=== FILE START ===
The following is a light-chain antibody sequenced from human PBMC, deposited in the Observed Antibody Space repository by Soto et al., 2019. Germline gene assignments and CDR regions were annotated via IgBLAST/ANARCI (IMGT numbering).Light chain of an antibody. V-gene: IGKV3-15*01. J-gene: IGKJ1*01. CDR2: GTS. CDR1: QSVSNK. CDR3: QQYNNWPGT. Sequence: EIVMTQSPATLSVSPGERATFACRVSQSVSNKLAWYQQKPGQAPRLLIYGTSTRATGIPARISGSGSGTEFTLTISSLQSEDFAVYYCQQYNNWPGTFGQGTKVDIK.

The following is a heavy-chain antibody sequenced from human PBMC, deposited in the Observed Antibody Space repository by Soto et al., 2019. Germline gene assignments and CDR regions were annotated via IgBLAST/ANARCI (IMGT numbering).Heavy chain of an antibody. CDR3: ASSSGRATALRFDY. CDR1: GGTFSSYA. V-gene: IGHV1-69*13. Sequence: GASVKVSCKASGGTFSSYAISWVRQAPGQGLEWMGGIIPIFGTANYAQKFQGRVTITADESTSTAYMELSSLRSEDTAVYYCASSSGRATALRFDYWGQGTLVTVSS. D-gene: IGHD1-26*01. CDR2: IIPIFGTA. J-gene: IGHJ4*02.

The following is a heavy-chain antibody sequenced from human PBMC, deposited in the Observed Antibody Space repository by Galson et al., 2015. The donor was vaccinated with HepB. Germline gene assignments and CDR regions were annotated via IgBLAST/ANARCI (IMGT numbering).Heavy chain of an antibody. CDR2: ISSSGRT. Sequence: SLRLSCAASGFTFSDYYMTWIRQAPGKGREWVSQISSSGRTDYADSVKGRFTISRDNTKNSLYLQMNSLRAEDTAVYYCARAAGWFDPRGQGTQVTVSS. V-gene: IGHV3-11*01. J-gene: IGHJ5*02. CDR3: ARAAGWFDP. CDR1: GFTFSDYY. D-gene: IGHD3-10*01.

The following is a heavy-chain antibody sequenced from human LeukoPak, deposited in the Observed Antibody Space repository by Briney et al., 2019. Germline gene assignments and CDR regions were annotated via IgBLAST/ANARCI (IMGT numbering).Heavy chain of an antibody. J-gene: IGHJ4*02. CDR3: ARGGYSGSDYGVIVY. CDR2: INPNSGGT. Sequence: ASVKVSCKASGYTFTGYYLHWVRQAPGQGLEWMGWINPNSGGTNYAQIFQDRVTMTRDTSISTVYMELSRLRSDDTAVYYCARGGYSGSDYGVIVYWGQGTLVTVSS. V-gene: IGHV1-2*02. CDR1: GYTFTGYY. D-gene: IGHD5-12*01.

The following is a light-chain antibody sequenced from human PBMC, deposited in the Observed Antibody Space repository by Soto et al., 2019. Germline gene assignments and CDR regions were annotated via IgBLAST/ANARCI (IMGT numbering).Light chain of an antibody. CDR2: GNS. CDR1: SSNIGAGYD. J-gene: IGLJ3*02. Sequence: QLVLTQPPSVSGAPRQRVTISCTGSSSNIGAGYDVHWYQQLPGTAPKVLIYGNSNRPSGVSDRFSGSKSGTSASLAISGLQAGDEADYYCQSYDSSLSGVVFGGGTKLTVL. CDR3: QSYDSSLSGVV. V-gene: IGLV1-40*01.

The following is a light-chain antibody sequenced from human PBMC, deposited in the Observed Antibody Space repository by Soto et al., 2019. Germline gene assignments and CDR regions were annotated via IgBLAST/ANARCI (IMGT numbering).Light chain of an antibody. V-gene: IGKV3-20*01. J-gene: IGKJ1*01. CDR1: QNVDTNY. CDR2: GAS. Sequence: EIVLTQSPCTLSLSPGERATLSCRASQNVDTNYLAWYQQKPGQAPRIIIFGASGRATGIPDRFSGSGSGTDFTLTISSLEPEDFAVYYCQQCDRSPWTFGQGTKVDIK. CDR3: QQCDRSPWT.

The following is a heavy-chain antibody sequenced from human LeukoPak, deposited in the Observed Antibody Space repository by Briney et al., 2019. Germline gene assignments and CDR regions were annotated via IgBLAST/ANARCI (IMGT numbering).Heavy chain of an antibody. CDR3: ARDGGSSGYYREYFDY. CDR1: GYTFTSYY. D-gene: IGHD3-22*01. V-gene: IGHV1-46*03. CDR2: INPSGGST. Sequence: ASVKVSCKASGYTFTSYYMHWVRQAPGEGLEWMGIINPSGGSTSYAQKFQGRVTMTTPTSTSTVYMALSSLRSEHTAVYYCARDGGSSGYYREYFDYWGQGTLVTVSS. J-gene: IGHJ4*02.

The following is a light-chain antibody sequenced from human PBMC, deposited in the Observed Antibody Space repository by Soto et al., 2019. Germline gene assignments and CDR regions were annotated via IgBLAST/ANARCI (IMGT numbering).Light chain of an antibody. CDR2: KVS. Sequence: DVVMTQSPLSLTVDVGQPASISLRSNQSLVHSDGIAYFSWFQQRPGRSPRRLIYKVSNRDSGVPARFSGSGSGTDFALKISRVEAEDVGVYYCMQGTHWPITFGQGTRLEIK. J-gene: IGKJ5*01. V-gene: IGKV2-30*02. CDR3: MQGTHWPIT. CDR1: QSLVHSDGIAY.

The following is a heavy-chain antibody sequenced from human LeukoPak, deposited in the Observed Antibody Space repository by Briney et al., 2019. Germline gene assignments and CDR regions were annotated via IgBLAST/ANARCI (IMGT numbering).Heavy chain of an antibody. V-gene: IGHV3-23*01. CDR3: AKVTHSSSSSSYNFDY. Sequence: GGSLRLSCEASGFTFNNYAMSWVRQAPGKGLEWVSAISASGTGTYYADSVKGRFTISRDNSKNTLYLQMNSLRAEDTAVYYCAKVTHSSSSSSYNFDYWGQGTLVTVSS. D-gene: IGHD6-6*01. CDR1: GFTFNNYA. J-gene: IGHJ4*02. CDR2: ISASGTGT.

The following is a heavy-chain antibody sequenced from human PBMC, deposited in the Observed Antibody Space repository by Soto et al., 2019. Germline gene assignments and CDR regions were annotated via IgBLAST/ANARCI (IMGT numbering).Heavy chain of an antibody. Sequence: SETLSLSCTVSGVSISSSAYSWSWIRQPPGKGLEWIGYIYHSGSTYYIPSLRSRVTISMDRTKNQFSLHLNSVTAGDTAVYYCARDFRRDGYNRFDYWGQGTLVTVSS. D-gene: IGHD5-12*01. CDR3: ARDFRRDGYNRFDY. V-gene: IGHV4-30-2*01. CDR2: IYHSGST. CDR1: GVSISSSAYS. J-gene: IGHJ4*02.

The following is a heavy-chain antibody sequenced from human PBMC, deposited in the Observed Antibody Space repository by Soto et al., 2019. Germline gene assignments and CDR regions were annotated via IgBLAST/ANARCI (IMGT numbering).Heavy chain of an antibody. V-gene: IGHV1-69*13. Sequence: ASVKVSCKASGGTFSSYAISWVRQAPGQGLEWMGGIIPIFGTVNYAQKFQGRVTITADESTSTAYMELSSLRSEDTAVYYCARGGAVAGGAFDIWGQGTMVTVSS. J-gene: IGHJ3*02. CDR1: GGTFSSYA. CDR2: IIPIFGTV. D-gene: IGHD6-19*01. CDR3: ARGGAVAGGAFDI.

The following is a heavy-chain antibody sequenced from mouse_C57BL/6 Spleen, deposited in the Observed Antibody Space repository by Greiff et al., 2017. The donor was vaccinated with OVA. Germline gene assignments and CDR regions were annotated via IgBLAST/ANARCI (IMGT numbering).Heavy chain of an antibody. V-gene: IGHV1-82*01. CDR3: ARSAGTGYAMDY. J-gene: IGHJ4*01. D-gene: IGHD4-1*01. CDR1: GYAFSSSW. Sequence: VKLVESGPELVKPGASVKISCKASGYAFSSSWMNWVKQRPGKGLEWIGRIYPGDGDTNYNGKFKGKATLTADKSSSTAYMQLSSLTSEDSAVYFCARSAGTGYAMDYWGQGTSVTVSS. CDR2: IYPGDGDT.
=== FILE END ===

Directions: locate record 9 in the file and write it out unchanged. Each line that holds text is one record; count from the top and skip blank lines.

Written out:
The following is a heavy-chain antibody sequenced from human LeukoPak, deposited in the Observed Antibody Space repository by Briney et al., 2019. Germline gene assignments and CDR regions were annotated via IgBLAST/ANARCI (IMGT numbering).Heavy chain of an antibody. V-gene: IGHV3-23*01. CDR3: AKVTHSSSSSSYNFDY. Sequence: GGSLRLSCEASGFTFNNYAMSWVRQAPGKGLEWVSAISASGTGTYYADSVKGRFTISRDNSKNTLYLQMNSLRAEDTAVYYCAKVTHSSSSSSYNFDYWGQGTLVTVSS. D-gene: IGHD6-6*01. CDR1: GFTFNNYA. J-gene: IGHJ4*02. CDR2: ISASGTGT.